Posé: A pause or rest stop along the Voyageurs' portage trail. Usually about ½ mile apart. We invite you to take a pause in your day to reflect, ponder, and pray with us.  

This summer I spent a week at Camp Vermilion teaching pottery as one of the offered Journeys for campers.  As I prepared for the week, I thought about how I could wholeheartedly share my passion for this craft.  I worried about how to create a meaningful experience that would inspire children to learn.  While planning, I discovered that clay and pottery are brought up in the bible 34 times, most profoundly in our creation story: Then the Lord God formed a man from the dust of the ground and breathed into his nostrils the breath of life, and the man became a living being. (Gen 2:7)  

It is here we learn that it was from the soil that we were first made, the earth itself our oldest ancestor. "For even at its beginning the humble clay received God's art." - St. Irenaeus  

As adults, we often think of learning in terms of intellect, but forget knowledge acquired through engaging in activities that nurture our creative imagination.  As a child, I had learned how to be a servant in God's kingdom by planting a garden with my mom.  Patience was taught on a fishing boat, and gratitude for the meal that followed, from weekends on the lake with my dad.  When I brought out the wheel and muddied my hands to throw my first pot, campers immediately wanted to engage in the process.  While I had never found the perfect words or lessons to convey what pottery stirs up in my heart, the clay itself became the teacher. These campers, and their curiosity and eager spirits, reminded me that wisdom often comes from simply participating in the work.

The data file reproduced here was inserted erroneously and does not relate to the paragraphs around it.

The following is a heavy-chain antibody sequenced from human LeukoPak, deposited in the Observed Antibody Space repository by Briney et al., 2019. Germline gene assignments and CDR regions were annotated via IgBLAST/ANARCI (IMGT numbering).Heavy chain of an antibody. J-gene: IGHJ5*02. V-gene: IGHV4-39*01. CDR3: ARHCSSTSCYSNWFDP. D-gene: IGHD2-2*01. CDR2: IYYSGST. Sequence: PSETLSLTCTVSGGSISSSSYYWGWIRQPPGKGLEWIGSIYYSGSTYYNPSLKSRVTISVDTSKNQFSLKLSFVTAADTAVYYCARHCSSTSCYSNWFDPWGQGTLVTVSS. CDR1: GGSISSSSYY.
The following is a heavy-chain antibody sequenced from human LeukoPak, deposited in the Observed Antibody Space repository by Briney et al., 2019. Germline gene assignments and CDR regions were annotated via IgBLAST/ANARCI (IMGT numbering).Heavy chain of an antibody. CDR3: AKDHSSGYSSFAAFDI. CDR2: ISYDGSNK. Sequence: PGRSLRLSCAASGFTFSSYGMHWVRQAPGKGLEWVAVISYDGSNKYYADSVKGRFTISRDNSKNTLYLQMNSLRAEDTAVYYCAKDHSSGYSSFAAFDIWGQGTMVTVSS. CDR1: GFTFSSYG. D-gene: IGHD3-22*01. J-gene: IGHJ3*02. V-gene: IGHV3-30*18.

That physical act of work is mirrored in the verse from Genesis.   Here God is not some far away being directing our creation.  Instead God is the sculptor, active and up close, partaking in the creative process.  


Working with clay connects us to a practice that dates as far back as 20,000 BC.  As a vessel is formed from a lump of mud, it brings us into mindfulness that everything (from the food we eat, to the bowl that holds it) is of the earth.  As Robin Kimmerer writes, "It's not just land that is broken, but more importantly, our relationship to land."  For me, pottery helps restore our relationship to God's creation.  It reminds us of our kinship to the earth, and the abundance of God's gifts that flow from it.  

Jessica Holleque

VLM Alumni 09, 10